Polar bears from space

Jul 09, 2014
polar bear

Polar bear population estimates based on satellite images are similar to aerial estimates, according to a study published July 9, 2014 in the open-access journal PLOS ONE by Seth Stapleton from United States Geological Survey and colleagues.

The potentially severe impacts of climate change in the Arctic may threaten regional wildlife. Scientists trying to develop efficient and effective wildlife monitoring techniques to track Arctic populations face great challenges, including the remoteness and associated logistical constraints of accessing wildlife. In this study, scientists evaluated high-resolution to track the distribution and abundance of on a small island in northern Canada in an attempt to develop a tool to monitor these difficult to reach populations. Specifically, the authors examined of the island with a high density of bears, during the ice-free summer and compared the images to aerial and ground surveys collected on different dates.

The estimate of ~90 bears based on satellite imagery was similar to an abundance estimate of ~100 bears made from an aerial survey conducted a few days earlier. These findings support satellite imagery as a tool for monitoring polar bears on land, which could potentially be applied to other Arctic wildlife. The authors suggest that further automated detection developments and testing in different landscapes may provide information about benefits for large-scale application of the technology.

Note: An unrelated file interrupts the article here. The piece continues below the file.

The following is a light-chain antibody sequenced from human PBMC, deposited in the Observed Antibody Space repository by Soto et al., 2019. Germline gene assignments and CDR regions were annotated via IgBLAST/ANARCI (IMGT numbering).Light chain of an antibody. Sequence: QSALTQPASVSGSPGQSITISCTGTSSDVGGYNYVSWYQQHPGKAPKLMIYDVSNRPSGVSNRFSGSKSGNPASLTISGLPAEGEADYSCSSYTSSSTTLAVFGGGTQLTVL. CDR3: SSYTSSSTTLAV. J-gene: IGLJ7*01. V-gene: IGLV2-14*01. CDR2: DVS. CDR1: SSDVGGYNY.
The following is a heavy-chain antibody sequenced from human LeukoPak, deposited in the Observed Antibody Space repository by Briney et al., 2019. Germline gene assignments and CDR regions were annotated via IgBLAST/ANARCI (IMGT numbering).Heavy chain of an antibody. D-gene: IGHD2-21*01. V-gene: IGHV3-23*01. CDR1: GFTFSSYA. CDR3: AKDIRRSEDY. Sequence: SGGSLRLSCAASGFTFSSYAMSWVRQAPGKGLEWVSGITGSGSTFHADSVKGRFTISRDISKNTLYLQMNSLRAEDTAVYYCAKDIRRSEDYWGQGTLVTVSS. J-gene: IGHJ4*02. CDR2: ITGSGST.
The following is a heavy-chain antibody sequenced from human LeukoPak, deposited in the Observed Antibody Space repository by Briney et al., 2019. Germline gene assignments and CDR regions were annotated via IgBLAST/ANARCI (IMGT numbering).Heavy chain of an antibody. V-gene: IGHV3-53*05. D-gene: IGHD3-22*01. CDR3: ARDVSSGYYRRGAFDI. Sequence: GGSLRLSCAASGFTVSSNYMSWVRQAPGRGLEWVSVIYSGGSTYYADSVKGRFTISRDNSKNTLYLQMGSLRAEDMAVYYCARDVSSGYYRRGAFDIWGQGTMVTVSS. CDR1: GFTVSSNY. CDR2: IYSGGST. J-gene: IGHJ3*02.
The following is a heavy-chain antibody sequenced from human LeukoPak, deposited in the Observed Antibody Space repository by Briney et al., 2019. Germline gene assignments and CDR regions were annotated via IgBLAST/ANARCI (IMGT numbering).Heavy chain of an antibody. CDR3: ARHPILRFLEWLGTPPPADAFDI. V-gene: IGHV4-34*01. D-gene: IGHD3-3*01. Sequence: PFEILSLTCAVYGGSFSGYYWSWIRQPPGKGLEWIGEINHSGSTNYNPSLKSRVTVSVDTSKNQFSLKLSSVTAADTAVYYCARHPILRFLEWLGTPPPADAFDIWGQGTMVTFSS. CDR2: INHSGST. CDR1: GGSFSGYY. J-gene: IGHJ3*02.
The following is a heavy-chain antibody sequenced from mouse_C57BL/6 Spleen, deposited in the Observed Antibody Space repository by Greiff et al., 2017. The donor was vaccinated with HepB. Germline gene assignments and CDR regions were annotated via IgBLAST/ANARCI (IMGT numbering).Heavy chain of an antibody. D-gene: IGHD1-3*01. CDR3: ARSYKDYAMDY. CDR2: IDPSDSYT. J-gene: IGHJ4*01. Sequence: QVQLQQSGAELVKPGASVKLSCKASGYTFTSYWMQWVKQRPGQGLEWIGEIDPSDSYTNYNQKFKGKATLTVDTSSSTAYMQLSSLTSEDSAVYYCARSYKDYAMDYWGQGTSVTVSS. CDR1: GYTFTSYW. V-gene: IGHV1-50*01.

Explore further: Den conditions reveal status of polar bears as they face decreasing ice

More information: Stapleton S, LaRue M, Lecomte N, Atkinson S, Garshelis D, et al. (2014) Polar Bears from Space: Assessing Satellite Imagery as a Tool to Track Arctic Wildlife. PLoS ONE 9(7): e101513. DOI: 10.1371/journal.pone.0101513

Related Stories

For polar bears, it's survival of the fattest

Mar 19, 2013

One of the most southerly populations of polar bears in the world – and the best studied – is struggling to cope with climate-induced changes to sea ice, new research reveals. Based on over 10 years' ...

Recommended for you

Keeping hungry jumbos at bay

7 hours ago

Until now electric fences and trenches have proved to be the most effective way of protecting farms and villages from night time raids by hungry elephants. But researchers think they may have come up with ...

Rare south-west fish suffers further decline

12 hours ago

Researchers have discovered that the range of one of Western Australia's rarest freshwater fishes, Balston's Pygmy Perch, could have declined by as much as 25 per cent.

Zoologists tap into GPS to track badger movements

13 hours ago

Zoologists from Trinity College Dublin's School of Natural Sciences are using GPS tracking technology to keep a 'Big Brother' eye on badgers in County Wicklow. By better understanding the badgers' movements and the reasons ...

Climate change costing soybean farmers

Mar 30, 2015

Even during a good year, soybean farmers nationwide are, in essence, taking a loss. That's because changes in weather patterns have been eating into their profits and taking quite a bite: $11 billion over ...

User comments : 0

Please sign in to add a comment. Registration is free, and takes less than a minute. Read more

Click here to reset your password.
Sign in to get notified via email when new comments are made.